On one mission, you hear an awful sound to your left: the sputter, sputter, sputter of an engine going out. Your plane starts losing altitude, and when it's clear you won't make it back to the carrier, it's bail out time, and soon you're parachuting onto unknown territory. You have a general idea of where you are and where you need to go to reach safety, but your emergency rations aren't enough to feed you on your long journey to safety.

That nerd Glasses might be your life line. One of his interests is botany — he's always looking at plants on the base — and so his flying kit includes a book called Emergency Food Plants and Poisonous Plants of the Islands of the Pacific. And so now the crew knows which plants are food — and which are poisonous — as they make their way across the jungle to a safe haven.  

The little fictional lead-in above sets up one of my recent finds in the Internet Archive (via Flickr Commons). While looking in the Flickr Commons, Google Books and Hathi Trust for images of the Moringa oleifera plant, I ran across an ink drawing of the moringa plant in a book from the U.S. War Department that was published in 1943 (I also found the beautiful 19th-century painting that I used in my post about Moringa Leaves). Reading the introduction, I learned that the book was written for members of the U.S. military to help them survive on their own ("live off the land") if they were separated from their unit or escaped from a prisoner of war camp.

Sunday, October 09, 2016

Moringa Leaves, One of Today's Superfoods (Unusual greens, Part 8)

It's been almost 10 years (!) since I last updated my "Unusual Greens" series — I haven't been exploring markets like I used to and the places I shop almost always have the same few greens (chard, kale, rapini, etc.). Today's featured greens are Moringa oleifera leaves (a.k.a. drumstick tree, horseradish tree, Tree of Life, Miracle Tree [1]).  I found them in a round-about way.

I occasionally attend the Slow Money Northern California meetings to learn about new methods of funding or investing in small businesses (like Credibles). At the most recent meeting, samples of a food bar from one of the past presenters (Kuli Kuli) were offered, so I took one. "Moringa Superfood" is prominently written across the middle of the bar, and it turns out that Moringa is the key ingredient in Kuli Kuli's plans for "Nourishing you, nourishing the world." (The bar was OK, a bit high in sugar and with a slightly dissonant grassy undertone.)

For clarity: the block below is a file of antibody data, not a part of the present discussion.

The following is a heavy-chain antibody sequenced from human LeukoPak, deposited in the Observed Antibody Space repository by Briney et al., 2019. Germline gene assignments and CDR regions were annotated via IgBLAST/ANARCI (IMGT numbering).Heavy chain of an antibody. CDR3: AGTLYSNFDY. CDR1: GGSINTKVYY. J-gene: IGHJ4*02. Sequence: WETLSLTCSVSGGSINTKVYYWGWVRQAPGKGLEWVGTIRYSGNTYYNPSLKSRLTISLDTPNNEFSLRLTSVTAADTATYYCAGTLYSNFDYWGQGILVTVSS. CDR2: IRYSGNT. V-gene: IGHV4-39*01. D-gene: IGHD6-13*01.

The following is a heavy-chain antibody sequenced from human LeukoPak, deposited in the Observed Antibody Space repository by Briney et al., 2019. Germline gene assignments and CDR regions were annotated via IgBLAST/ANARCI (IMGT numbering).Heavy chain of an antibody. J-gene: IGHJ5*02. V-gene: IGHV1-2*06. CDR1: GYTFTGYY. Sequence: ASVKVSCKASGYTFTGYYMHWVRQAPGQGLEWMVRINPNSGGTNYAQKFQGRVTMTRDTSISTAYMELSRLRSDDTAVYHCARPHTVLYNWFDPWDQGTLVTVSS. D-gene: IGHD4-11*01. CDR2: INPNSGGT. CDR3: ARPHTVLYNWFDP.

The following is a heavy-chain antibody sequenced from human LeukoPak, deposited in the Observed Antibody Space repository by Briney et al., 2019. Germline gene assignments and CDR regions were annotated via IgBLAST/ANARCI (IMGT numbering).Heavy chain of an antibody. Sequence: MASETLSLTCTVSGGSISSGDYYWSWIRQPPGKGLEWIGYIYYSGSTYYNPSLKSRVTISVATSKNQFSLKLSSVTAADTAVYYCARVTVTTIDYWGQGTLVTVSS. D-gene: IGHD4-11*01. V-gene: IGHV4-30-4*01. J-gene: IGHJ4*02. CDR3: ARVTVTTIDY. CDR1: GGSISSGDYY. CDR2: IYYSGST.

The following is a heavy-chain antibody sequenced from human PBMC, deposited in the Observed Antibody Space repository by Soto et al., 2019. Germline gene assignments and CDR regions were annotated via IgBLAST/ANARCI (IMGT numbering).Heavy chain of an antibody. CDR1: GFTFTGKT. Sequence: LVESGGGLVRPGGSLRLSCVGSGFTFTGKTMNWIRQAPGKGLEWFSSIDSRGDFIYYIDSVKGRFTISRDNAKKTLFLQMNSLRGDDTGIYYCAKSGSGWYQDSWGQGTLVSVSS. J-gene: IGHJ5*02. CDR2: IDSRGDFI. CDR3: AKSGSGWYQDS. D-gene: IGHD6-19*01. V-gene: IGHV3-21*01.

At the following week's Berkeley Farmers Market (Tuesday), I noticed that one of the farmers had bundles of moringa leaves for sale. I bought a bunch, and, when he asked me "What are you going to do with them?", I was unable to give a good answer because I didn't know. When I got home, I started hitting the books and internet to find out more about the ingredient.

Painting of Moringa oliefera from Flore médicale, by F.P. Chaumeton and others, Paris (1815)
Painting of moringa oleifera leaves, pod and etc.
from Flore médicale, 1815 (!)

Sunday, October 02, 2016

Eleven Years of Mental Masala

Mental Masala at eleven years

While updating my post list the other day, I realized that it had been almost exactly eleven years since my first post on Mental Masala. My first real post was The Indian Restaurant Menu, in which I tried to understand why almost all Indian restaurant menus in the U.S. are nearly identical. 

For the remainder of 2005, I went in many directions (as usual), with the following posts being my favorite from the first few months of Mental Masala, eleven years ago:
My ersatz editorial calendar is full of great ideas, so stay tuned for the return of "Unusual Greens," new charts, some posts about food in ancient Rome, and much more.

To close, here's a song by Fairport Convention with an appropriate title, "Who Knows Where the Time Goes?":

Composted and sung by the great Sandy Denny, the song was first released on Fairport Convention's Unhalfbricking. (1969). Richard Thompson was a founder of the group and provides superb guitar work on this track (I'm a big fan of his long post-Fairport Convention career). Outside of this amazing song, the album is only OK, with some weak tracks.

For a Fairport Convention album that provides much better examples of Sandy Denny's amazing talent, Liege and Lief (1969) is the one to grab:  "Reynardine," "Farewell, Farewell," "The Deserter," "Crazy Man Michael" are all outstanding. Another Sandy Denny high point is the epic 10+ minute "A Sailor's Life" on the early 1990s compilation of Richard Thompson's work, Watching the Dark. It starts with a dreamy somewhat a capella introduction, and at about 3:33 the pace quickens as we hear the story of a search for a missing sailor, building to a few minutes of a stormy instrumental (with Richard Thompson on lead guitar, I presume).

Random link from the archive: Revenge of the Orchard